TV is chewing gum for the eyes. Frank Lloyd Wright
Television is like the American toaster, you push the button and the same thing pops up everytime. Alfred Hitchcock
Radio is the theater of the mind; television is the theater of the mindless. Steve Allen
Television: A medium - so called because it is neither rare nor well done. Ernie Kovacs
Today, watching television often means fighting, violence and foul language - and that's just deciding who gets to hold the remote control. Donna Gephart
We can put it in its proper perspective by supposing that Gutenberg's great invention had been directed at printing only comic books. Robert M. Hutchins
Do you realize if it weren't for Edison we'd be watching TV by candlelight? Al Boliska
I could have been a doctor, but there were too many good shows on TV. ~Jason Love
I have had my television aerials removed. It is the moral equivalent of a prostate operation. Malcolm Muggeridge
And then there is the comment of the comedian Jack Paar. He showed us that we really have the ultimate power when he said "I have never seen a bad television program, because I refuse to. God gave me a mind, and a wrist that turns things off."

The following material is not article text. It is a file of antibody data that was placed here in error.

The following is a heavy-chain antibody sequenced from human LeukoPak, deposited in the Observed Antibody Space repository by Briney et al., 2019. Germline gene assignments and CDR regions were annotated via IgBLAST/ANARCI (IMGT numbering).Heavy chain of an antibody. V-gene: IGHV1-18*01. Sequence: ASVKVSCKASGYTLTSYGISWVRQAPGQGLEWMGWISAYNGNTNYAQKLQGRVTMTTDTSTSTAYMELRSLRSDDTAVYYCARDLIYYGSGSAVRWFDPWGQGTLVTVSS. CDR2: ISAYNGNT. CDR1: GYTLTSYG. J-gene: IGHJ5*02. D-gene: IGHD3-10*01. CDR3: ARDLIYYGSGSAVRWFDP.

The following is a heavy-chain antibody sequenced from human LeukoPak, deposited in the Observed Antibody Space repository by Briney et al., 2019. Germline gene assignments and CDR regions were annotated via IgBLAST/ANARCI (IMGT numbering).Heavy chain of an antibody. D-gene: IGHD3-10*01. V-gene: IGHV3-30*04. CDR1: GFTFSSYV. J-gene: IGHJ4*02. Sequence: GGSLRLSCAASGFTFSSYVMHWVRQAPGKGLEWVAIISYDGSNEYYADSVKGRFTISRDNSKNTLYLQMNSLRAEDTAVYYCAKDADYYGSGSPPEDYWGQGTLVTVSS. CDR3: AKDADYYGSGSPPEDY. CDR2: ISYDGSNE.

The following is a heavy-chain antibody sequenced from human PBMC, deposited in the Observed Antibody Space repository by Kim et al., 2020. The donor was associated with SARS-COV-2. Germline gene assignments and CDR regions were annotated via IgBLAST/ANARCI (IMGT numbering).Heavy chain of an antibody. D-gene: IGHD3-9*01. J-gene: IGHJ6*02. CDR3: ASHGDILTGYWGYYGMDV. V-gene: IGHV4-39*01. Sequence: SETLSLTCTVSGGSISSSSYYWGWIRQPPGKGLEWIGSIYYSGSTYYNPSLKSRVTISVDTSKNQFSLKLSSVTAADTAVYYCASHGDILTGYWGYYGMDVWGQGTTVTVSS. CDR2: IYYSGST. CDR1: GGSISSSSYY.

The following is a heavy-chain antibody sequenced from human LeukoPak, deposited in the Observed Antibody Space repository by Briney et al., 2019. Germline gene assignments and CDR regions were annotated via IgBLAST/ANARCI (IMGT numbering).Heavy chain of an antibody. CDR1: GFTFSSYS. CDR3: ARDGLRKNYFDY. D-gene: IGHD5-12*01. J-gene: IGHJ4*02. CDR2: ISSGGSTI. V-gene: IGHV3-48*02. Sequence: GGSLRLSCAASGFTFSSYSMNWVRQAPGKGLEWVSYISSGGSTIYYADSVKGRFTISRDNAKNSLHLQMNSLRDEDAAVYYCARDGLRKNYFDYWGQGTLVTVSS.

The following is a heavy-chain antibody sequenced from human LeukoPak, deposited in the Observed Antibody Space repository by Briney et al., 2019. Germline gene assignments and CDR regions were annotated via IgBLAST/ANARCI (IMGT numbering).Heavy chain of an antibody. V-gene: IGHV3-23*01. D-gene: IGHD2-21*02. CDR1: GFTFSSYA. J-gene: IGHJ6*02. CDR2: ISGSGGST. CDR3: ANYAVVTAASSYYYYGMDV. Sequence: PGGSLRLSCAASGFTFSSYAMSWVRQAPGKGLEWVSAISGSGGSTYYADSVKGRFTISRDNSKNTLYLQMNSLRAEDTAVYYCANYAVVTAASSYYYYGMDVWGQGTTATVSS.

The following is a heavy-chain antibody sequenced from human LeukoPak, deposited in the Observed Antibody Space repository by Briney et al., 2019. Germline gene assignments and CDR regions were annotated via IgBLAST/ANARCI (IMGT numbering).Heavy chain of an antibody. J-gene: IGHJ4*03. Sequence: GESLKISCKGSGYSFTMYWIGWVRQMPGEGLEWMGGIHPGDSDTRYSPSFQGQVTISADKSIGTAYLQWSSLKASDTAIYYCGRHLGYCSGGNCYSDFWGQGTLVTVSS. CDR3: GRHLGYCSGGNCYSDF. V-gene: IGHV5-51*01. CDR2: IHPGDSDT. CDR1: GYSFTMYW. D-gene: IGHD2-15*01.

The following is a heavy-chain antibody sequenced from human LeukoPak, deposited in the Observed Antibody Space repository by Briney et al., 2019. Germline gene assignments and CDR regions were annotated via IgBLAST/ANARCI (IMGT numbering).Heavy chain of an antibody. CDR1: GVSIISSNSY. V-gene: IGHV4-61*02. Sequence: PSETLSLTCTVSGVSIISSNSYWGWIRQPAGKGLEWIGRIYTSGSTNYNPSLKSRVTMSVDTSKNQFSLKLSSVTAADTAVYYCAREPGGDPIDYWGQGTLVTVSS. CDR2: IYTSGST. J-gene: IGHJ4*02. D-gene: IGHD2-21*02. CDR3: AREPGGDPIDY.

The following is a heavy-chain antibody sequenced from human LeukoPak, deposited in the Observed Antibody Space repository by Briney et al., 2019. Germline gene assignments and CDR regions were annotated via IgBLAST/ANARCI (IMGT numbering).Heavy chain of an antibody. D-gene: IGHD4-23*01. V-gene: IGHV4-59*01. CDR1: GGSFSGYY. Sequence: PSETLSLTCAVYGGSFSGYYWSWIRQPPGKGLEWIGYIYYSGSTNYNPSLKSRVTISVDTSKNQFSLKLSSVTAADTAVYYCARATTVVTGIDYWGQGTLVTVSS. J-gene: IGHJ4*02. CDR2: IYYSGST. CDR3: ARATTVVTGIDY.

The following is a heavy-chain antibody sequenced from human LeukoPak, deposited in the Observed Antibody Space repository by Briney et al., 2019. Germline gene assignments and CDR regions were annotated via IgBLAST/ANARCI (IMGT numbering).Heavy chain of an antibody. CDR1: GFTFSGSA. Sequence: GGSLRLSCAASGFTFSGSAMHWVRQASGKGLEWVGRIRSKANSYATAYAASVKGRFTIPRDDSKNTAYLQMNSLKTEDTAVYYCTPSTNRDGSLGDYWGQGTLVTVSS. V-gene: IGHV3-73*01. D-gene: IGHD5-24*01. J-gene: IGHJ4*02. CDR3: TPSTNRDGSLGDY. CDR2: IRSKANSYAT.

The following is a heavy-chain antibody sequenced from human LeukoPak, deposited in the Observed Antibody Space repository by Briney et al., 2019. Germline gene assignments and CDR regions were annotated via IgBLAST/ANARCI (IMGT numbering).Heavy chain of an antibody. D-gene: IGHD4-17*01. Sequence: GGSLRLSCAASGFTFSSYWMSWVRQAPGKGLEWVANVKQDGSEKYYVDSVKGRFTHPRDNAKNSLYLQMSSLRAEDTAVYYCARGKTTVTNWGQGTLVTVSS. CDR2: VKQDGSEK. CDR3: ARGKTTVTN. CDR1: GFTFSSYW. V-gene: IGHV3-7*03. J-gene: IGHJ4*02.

If you're from Australia, the title of this piece is likely to make you feel right at home. Otherwise, you're probably at a loss. But as you will see, like many of its kind, this metaphor succinctly captures a central theme.
It was introduced to me by colleagues with whom I was working "down under." They wanted me to understand their social dynamics and they felt that this expression would go a long way towards that goal. In a few words, it taps directly into the strong egalitarian streak in Australian society. That's where the tall poppies come in.
One interpretation of equality (by no means, the only interpretation) is that no single individual stand out against the others. So for the tall poppies who "choose" to shine by reaching closer to the sky, there is only one solution. They have to be cut down.
The potential disadvantages are obvious. Within this perspective, outstanding individuals are seen not as treasured assets, but as disturbing challengers of the social order. Many business and educational leaders viewed the situation with dismay since it led many outstanding Australians to leave their homeland for venues that offered greater receptiveness for their talents.